Wednesday, March 30, 2022. 9:00–10:30am
The Convention Centre, Dublin- Wicklow Hall 1-2
Organizer: Jonathan K. Nelson, Syracuse University, Florence
Chair: Diana Bullen Presciutti, University of Essex
Respondent: Christopher J. Nygren, University of Pittsburgh
Digital Approaches to Early Modern Gambling
Risk and Risk Aversion in Sculpture Shipments: The Case of Pompeo Leoni's Sculptures for the Escorial
Shipments of sculpture from Italy to Spain were not infrequent, but depending on the medium, size, and style, they presented a multitude of challenges. Sculptures could easily be damaged, stolen, sunk, and lost along the arduous journey overland, down rivers, and across seas. In addition to the dangers facing the sculptures themselves, the labor force required to manage the shipment was also at risk. Moreover, political negotiations were often necessary to ensure safe passage, and the entire enterprise was weather dependent. This paper explores the largest shipment of bronzes in early modern Europe: the Escorial retable sculptures that were sent from Milan to Madrid in the late 1500s-early 1600s. It discusses the many risks that had to be considered in this enormous undertaking, based on detailed records found in the archives in Simancas and Milan.
Assaying Risk in Metallic Reproduction: Error and Technical Fallibility in Giambologna’s Aftercasts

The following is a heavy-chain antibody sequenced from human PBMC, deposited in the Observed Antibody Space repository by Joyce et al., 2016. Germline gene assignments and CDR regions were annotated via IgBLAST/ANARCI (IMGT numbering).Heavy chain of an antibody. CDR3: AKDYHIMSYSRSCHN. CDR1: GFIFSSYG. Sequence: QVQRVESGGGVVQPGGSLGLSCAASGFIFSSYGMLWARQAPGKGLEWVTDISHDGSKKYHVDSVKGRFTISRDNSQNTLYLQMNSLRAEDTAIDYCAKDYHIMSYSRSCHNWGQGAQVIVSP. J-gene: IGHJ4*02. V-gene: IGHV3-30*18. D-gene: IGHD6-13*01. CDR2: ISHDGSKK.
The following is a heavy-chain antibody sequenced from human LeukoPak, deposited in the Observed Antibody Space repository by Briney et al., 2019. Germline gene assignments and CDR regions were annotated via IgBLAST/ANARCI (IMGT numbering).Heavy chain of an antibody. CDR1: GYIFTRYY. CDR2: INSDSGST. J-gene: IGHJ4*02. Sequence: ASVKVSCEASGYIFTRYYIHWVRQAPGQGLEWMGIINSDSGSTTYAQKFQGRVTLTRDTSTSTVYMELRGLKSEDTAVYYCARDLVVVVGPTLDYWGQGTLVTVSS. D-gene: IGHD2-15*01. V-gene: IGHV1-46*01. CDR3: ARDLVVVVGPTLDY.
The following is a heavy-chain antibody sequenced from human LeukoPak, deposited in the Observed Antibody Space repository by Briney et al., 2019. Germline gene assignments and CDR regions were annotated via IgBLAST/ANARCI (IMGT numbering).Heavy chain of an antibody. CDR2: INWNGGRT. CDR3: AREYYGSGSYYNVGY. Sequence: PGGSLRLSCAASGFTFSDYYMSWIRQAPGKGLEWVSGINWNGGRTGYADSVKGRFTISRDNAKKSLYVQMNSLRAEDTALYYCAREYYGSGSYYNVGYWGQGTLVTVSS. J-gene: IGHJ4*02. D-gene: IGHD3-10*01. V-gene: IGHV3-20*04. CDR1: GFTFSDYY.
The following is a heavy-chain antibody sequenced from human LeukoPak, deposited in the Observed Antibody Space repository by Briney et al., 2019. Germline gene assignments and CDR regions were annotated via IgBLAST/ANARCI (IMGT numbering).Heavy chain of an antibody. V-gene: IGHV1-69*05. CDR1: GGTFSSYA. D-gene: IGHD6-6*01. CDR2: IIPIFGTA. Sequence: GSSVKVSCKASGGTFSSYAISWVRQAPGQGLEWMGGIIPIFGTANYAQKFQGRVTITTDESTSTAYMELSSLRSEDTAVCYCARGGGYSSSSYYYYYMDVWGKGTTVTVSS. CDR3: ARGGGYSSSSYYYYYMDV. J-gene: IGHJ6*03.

As Giambologna’s fame reached new heights in the mid-to-late sixteenth century, so did the extent of his material output. Alongside his more monumental commissions, smaller bronze statuettes regularly exited the artist’s studio, initially made by the artist himself but subsequently as workshop reproductions. The design of these replicas – so-called aftercasts – varied in origin, some as reductions of Giambologna’s large-scale sculptures, others miming the artist’s smaller preparatory models, and still others made using the original mold. All these aftercasts evince the labor, inconsistencies, and material risks implicated in alloyed reproduction, from replicating casting flaws to using compromised materials. Usually studied as decontextualized markers of the artist’s cross-continental reach, the aftercasts also real a wide constellation of risky endeavors involved in metallic replication. This paper explores how the aftercasts – in their varied materials, production, and authorship – modeled imperfections in multiplicity.